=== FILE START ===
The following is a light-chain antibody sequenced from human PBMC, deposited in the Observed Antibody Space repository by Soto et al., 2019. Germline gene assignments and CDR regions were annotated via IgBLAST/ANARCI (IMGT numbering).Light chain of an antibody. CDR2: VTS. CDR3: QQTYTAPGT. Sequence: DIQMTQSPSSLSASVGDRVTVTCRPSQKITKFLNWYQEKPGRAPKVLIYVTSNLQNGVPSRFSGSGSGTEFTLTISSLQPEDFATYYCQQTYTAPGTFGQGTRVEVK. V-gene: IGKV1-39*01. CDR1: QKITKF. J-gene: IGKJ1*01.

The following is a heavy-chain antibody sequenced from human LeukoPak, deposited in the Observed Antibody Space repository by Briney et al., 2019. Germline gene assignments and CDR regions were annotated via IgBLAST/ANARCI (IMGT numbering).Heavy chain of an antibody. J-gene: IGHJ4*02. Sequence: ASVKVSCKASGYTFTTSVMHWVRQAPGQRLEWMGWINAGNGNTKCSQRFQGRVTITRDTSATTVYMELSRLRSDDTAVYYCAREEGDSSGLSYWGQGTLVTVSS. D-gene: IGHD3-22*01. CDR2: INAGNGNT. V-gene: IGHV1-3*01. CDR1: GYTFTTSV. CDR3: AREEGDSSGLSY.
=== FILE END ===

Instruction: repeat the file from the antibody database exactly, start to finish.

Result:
The following is a light-chain antibody sequenced from human PBMC, deposited in the Observed Antibody Space repository by Soto et al., 2019. Germline gene assignments and CDR regions were annotated via IgBLAST/ANARCI (IMGT numbering).Light chain of an antibody. CDR2: VTS. CDR3: QQTYTAPGT. Sequence: DIQMTQSPSSLSASVGDRVTVTCRPSQKITKFLNWYQEKPGRAPKVLIYVTSNLQNGVPSRFSGSGSGTEFTLTISSLQPEDFATYYCQQTYTAPGTFGQGTRVEVK. V-gene: IGKV1-39*01. CDR1: QKITKF. J-gene: IGKJ1*01.

The following is a heavy-chain antibody sequenced from human LeukoPak, deposited in the Observed Antibody Space repository by Briney et al., 2019. Germline gene assignments and CDR regions were annotated via IgBLAST/ANARCI (IMGT numbering).Heavy chain of an antibody. J-gene: IGHJ4*02. Sequence: ASVKVSCKASGYTFTTSVMHWVRQAPGQRLEWMGWINAGNGNTKCSQRFQGRVTITRDTSATTVYMELSRLRSDDTAVYYCAREEGDSSGLSYWGQGTLVTVSS. D-gene: IGHD3-22*01. CDR2: INAGNGNT. V-gene: IGHV1-3*01. CDR1: GYTFTTSV. CDR3: AREEGDSSGLSY.